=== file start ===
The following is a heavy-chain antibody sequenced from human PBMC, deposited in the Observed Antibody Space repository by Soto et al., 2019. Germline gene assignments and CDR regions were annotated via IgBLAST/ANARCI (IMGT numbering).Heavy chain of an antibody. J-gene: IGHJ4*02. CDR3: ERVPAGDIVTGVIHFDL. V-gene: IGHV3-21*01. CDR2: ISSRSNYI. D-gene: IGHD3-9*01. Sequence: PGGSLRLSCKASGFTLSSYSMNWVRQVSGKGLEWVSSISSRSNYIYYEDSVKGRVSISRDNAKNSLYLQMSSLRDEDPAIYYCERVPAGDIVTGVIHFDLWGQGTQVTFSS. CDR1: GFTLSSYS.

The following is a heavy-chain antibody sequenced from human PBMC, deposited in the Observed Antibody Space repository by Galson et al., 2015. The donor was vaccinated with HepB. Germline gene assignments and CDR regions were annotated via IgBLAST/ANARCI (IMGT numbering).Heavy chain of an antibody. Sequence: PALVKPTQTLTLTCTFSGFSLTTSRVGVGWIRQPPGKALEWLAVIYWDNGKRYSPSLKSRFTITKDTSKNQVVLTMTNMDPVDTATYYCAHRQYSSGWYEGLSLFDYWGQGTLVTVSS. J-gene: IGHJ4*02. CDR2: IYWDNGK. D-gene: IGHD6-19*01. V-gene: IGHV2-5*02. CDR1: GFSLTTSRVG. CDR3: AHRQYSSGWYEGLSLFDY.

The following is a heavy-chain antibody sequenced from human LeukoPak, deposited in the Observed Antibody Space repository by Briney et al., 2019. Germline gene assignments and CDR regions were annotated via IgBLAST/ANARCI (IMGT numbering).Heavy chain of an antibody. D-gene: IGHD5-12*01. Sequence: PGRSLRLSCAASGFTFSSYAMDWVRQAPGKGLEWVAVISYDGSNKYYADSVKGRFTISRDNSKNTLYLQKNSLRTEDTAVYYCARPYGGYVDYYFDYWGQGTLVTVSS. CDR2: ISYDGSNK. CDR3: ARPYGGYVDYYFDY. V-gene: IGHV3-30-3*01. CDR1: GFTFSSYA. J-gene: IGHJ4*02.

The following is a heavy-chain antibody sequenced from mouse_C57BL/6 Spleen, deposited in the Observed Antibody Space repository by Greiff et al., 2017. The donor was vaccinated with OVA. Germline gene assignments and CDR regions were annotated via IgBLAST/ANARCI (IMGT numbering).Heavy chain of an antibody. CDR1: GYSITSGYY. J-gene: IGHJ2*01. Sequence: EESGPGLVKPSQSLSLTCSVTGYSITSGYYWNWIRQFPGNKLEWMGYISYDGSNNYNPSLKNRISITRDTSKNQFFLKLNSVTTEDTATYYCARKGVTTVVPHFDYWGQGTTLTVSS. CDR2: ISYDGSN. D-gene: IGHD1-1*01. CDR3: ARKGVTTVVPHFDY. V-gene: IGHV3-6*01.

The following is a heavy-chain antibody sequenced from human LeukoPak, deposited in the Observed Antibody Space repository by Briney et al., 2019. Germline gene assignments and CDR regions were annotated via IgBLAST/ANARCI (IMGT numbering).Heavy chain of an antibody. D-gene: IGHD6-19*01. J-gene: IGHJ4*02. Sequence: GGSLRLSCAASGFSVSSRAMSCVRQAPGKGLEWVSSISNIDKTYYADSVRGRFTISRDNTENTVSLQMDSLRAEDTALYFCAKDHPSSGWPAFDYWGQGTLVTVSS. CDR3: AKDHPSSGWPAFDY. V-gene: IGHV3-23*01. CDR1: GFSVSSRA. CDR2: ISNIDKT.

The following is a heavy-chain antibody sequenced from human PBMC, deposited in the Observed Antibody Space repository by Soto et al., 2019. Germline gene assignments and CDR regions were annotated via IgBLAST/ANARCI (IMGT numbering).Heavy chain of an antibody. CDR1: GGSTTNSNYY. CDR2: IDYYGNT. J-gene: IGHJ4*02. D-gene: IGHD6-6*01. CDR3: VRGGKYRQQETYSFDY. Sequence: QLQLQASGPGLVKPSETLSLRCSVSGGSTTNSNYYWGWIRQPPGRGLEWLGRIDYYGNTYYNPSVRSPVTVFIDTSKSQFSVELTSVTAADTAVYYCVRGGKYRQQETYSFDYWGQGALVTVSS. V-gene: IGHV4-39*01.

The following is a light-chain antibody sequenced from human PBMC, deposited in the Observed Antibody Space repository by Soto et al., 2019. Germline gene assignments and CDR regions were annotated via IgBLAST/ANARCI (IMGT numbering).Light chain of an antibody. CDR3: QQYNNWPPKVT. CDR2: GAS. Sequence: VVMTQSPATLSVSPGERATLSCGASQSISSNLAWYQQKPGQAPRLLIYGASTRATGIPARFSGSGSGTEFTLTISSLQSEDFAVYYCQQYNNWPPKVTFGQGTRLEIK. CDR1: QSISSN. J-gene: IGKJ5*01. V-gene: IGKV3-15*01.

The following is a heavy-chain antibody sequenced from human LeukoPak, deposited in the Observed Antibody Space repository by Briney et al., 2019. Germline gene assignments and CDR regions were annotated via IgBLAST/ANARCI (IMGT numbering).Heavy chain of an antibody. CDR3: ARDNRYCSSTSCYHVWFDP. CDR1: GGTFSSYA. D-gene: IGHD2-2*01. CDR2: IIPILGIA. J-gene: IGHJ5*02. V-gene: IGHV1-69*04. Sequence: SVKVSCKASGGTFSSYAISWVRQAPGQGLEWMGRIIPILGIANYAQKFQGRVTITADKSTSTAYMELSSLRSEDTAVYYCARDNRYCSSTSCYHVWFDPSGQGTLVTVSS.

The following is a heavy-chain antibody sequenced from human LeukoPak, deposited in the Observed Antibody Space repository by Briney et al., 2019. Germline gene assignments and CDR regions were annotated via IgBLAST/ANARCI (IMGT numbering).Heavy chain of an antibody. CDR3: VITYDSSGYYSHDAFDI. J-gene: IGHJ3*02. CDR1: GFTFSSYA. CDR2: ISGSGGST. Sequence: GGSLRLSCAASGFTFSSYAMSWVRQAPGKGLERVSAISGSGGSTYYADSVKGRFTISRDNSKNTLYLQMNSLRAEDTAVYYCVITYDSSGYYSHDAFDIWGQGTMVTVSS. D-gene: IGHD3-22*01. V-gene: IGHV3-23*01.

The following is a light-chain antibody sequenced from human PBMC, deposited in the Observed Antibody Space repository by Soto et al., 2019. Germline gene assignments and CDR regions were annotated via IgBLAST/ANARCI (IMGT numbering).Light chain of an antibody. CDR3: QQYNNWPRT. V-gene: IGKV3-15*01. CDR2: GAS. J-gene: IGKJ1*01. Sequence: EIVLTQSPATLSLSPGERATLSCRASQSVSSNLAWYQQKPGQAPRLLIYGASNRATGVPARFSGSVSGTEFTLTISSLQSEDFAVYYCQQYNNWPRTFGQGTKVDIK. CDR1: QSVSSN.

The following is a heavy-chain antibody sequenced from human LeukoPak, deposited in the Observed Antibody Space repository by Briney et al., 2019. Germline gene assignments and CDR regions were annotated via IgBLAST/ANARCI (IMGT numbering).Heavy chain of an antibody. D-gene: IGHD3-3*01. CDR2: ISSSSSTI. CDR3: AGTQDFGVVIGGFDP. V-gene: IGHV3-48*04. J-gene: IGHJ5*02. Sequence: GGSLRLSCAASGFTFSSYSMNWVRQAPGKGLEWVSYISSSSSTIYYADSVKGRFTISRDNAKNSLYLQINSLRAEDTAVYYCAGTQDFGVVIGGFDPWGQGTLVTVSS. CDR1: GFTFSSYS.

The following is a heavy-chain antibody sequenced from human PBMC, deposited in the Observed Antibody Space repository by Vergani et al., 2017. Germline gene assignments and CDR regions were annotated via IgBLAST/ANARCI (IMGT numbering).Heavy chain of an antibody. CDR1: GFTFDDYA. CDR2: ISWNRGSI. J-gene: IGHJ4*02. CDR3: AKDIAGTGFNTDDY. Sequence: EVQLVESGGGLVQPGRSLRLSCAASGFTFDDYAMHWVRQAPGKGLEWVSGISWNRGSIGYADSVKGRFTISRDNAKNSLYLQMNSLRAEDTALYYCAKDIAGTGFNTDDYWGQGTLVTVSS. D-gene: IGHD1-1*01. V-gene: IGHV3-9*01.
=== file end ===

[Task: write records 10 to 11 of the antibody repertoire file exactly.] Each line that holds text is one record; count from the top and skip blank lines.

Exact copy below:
The following is a light-chain antibody sequenced from human PBMC, deposited in the Observed Antibody Space repository by Soto et al., 2019. Germline gene assignments and CDR regions were annotated via IgBLAST/ANARCI (IMGT numbering).Light chain of an antibody. CDR3: QQYNNWPRT. V-gene: IGKV3-15*01. CDR2: GAS. J-gene: IGKJ1*01. Sequence: EIVLTQSPATLSLSPGERATLSCRASQSVSSNLAWYQQKPGQAPRLLIYGASNRATGVPARFSGSVSGTEFTLTISSLQSEDFAVYYCQQYNNWPRTFGQGTKVDIK. CDR1: QSVSSN.

The following is a heavy-chain antibody sequenced from human LeukoPak, deposited in the Observed Antibody Space repository by Briney et al., 2019. Germline gene assignments and CDR regions were annotated via IgBLAST/ANARCI (IMGT numbering).Heavy chain of an antibody. D-gene: IGHD3-3*01. CDR2: ISSSSSTI. CDR3: AGTQDFGVVIGGFDP. V-gene: IGHV3-48*04. J-gene: IGHJ5*02. Sequence: GGSLRLSCAASGFTFSSYSMNWVRQAPGKGLEWVSYISSSSSTIYYADSVKGRFTISRDNAKNSLYLQINSLRAEDTAVYYCAGTQDFGVVIGGFDPWGQGTLVTVSS. CDR1: GFTFSSYS.